Our bodies build muscle as an adaptive response to the environment they are exposed to. When you go to the gym, you break down your muscle fibers by lifting weights. Your body senses this as a potential threat to its survival and will react by rebuilding the damaged fibers larger and stronger in order to better enable them to cope with the threat next time. So in order to make continual gains in muscle size and strength, you must focus on progressing workout to workout in order to consistently increase that stress level and so growth.
Progression is in one of two forms – An increase in weight or an increase in reps. As long as you increase one of these every session you will give your body the incentive to grow stronger. If you ignore this and train without a logbook or a planned out session you will be ignoring the principle of growth and your gains will come to a grinding halt.
Your aim is to improve on a session by session basis, how can you do this without documenting it somehow? You need to record the lift, weight used and reps acheived so that the next time you enter the gym you can sit down, review the previous session/lifts performed and aim to smash the weight or reps you’ve recorded previously. Buy yourself a cheap diary and start writing it down!
How many of you see people training multiple sets to failure at every angle possible for chest development? How many sets should people be doing of curls? Why perform squats, then leg extensions, then lunges, then several different calf movements when working legs?
We have been polluted with these ridiculous bodybuilding methods for years, and despite the fact that nobody ever seems to make much progress from these, we continue to train in the same manner. Men’s fitness magazines to this day push high volume training and splits as a good thing, yet any personal trainer who has been around for a while or bothered to do some research on more than just one type of training should be able to tell you otherwise (I say should, as I have encountered many a complete idiot in the industry as well as some very knowledgeable trainers).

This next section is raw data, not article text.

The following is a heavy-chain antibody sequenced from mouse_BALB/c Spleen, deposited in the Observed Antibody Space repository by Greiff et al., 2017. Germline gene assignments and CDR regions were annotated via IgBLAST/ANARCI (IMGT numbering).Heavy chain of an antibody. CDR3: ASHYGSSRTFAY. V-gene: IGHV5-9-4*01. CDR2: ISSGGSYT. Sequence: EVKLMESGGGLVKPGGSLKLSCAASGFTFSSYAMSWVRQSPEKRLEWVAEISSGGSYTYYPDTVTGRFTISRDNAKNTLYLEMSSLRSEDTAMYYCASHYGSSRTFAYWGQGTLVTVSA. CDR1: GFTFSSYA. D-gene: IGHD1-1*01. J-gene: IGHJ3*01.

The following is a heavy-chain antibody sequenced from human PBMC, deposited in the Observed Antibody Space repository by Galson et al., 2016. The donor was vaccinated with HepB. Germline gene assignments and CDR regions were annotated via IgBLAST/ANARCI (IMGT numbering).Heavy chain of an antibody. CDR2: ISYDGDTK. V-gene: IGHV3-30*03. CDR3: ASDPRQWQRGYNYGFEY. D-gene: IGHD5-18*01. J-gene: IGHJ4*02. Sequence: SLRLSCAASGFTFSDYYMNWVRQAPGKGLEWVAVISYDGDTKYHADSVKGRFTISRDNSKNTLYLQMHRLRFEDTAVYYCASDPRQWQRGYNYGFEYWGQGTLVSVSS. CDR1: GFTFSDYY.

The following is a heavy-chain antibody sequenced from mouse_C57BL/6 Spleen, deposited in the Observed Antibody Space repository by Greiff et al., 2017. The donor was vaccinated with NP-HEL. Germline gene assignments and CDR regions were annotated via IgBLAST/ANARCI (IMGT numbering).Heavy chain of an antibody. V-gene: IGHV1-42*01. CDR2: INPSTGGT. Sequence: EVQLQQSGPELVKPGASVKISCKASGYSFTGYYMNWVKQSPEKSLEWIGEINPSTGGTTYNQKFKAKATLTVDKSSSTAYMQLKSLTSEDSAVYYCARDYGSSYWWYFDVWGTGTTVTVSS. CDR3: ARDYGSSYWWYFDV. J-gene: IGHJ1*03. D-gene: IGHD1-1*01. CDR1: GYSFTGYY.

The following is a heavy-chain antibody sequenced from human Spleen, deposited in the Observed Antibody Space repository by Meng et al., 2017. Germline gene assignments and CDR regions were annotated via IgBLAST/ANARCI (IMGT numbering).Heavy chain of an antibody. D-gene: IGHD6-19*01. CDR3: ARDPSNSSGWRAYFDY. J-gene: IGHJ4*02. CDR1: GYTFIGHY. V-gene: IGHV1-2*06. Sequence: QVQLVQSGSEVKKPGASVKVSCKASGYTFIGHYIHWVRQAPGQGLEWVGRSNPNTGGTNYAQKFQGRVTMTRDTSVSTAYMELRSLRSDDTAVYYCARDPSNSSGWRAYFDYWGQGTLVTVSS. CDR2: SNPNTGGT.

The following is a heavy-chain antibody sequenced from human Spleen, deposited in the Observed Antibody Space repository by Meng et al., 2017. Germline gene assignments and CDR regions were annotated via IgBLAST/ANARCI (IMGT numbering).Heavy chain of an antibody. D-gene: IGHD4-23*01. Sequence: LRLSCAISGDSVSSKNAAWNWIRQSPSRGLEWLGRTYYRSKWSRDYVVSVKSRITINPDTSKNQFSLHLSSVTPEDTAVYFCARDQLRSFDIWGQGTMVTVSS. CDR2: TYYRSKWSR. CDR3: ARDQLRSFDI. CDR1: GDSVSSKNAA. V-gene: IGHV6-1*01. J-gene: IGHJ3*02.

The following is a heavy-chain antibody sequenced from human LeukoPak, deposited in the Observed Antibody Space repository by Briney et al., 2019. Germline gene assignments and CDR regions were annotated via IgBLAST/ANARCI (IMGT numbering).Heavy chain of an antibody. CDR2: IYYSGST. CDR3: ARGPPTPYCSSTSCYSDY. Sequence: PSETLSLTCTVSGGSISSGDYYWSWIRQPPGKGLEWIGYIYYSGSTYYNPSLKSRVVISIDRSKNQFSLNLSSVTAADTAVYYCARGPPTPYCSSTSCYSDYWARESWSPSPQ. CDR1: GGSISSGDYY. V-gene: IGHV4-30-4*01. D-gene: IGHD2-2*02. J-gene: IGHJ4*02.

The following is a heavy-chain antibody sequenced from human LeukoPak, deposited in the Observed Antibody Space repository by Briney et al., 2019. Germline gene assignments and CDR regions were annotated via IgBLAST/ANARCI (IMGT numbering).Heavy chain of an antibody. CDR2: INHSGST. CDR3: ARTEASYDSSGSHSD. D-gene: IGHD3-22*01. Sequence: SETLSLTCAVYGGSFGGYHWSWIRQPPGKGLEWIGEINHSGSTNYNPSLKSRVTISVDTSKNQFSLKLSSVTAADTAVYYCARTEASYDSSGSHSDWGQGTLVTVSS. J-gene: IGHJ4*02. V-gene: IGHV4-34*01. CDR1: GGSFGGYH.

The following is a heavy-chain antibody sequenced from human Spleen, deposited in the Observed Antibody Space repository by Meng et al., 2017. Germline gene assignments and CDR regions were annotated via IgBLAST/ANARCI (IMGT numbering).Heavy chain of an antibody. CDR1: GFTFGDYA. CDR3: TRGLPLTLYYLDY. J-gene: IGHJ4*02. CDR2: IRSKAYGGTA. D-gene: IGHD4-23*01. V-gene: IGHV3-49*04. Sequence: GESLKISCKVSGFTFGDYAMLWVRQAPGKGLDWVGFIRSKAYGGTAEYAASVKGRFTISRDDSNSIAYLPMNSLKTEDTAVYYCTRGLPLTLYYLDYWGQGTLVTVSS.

I myself used high volume training and although I did gain some weight in the short-term, most of this was just due to increasing the amount I was eating, alongside what is affectionally termed ‘the beginner effect’.
I’m not saying that no-one will benefit from high volume, there’s plenty out there who have, but this is structured volume like GVT or otherwise – The type of high volume I’m talking about is the classic split – Let’s take Chest & Triceps as an example split – several sets of flat bench, followed by incline, decline, some flyes or crossovers and then onto tricep extensions, pushdowns and maybe some dips to follow. Sound like something you’ve seen? Has this person made significant gains in the last year? Most likely not.
If you want to get bigger or stronger, you need to increase the weight on the bar, or the number of reps your performing with that weight. Adding another 4 sets will not help if you’re still only managing 10 reps every session with that same weight. I read a great article the other day where the author wrote “What if someone added 20kg to the bar, put a gun to your head and said ‘do another rep!’ You’d do it!, how about if they said ‘do two more or I shoot your wife?’ Again, you’d do it. How many sets would you do at that intensity? and do you think you would then go and perform 5 more sets of a different exercise using the same bodypart?”
How many of us are working at that level of intensity? If you are training without a log book your holding yourself back already. It doesn’t matter what you’re doing if you’re not taking note and increasing the intensity with either weight or reps each time you hit the gym – how do you know your progressing? You don’t! Cut all the crap, get a log book, start writing it down and start adding some intensity to your workouts!